COVID-19, today’s black swan, keeps conquering new territories all over the world, changing our ways of living and shaking business and economy. No matter whether it’s a local small business or a giant company, everyone’s been hit by the pandemic. The isolation measures aimed at preventing the spreading of the disease, unfortunately prevent businesses to normally operate and get customers, which results in significant losses of profits and looming closures. It’s especially critical for small businesses.
Let’s have a closer look at the consequences of the pandemic for SMBs, and what we can do about it.
A note. COVID-19 is a respiratory disease caused by a new coronavirus that features fever, coughing, sore throat, and trouble breathing. It can end up in severe pneumonia and lethal outcome. First reported in Chinese Wuhan City in December 2019, it spread all over the world at a speed of a wildfire fire. It’s contagious, as it can spread from person to person during close contacts, and it can remain on different surfaces for quite a long time. Good hygiene, keeping distance, and temporary isolation can prevent infection.
The global effect of COVID-19
Due to the fast spread of the coronavirus globally and the high level of mortality, governments take extensive measures to protect their citizens, following the recommendations by the WHO and elaborating their own protective means, depending on their peculiar situation.
Thus, many countries have closed their borders for any foreigners and keep quarantining the citizens who arrive from abroad. Together with the temporary cessation of international transport communications, it seriously impacts the global logistics, transportation, supply chain, and travel industries.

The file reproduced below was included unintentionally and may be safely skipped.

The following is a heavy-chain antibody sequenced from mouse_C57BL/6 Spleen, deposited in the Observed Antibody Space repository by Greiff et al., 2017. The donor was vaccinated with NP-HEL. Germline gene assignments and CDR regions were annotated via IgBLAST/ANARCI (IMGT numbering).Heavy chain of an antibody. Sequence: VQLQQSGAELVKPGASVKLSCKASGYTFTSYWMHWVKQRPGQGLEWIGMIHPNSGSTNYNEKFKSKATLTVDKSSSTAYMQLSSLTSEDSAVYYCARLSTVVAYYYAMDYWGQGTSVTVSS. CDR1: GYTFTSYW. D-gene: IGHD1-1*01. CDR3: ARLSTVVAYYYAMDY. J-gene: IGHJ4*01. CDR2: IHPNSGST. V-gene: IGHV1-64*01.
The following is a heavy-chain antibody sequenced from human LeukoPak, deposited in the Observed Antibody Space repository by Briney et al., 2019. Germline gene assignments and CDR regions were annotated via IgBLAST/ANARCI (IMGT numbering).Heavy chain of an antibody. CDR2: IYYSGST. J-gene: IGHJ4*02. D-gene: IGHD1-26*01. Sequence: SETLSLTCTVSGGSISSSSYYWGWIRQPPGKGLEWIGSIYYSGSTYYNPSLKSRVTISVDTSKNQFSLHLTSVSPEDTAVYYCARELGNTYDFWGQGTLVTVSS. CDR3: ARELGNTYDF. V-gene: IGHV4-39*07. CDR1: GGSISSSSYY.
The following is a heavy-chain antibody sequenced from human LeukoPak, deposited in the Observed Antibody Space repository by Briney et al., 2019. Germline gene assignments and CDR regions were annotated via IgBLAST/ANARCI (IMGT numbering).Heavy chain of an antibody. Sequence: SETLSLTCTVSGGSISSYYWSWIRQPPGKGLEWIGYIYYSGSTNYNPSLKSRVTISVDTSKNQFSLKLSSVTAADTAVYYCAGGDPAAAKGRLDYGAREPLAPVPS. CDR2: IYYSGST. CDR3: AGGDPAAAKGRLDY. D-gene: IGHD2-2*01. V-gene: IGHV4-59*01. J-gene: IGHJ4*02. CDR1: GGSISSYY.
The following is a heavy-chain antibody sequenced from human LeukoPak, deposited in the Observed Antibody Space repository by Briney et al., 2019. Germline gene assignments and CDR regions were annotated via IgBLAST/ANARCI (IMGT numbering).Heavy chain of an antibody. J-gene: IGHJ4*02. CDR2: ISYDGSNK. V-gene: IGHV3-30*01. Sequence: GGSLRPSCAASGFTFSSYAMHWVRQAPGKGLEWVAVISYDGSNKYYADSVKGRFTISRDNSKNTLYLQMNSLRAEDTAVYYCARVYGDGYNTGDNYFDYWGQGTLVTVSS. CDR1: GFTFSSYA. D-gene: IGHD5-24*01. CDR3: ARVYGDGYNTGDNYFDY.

Many governments put in action quarantine and isolation measures forbidding mass events and encouraging people to stay home and not leave without any serious reason. Some go further and close schools and universities, while others recommend companies to transfer their employees to remote working.
All these results in the growth of fear and psychological tension within the society, drastically changing consumer behavior and the way people deal with business.
The impact on the small business
Small businesses are particularly vulnerable to the economic changes caused by the coronavirus. While big corporations and enterprises are likely to protect themselves from the most severe aftermaths, SMBs have been put in the situation when their stability is in question.
According to a study by the National Federation of Independent Business, 23% of SMBs claimed to be negatively affected. Among the reasons, they named supply chain disruptions (39%), slower sales (42%), and sick employees (4%). There’s also a comparatively high level of concern regarding the situation, with 44% of small business owners being “somewhat” or “very” concerned about it.
Let’s see what small businesses suffered the most.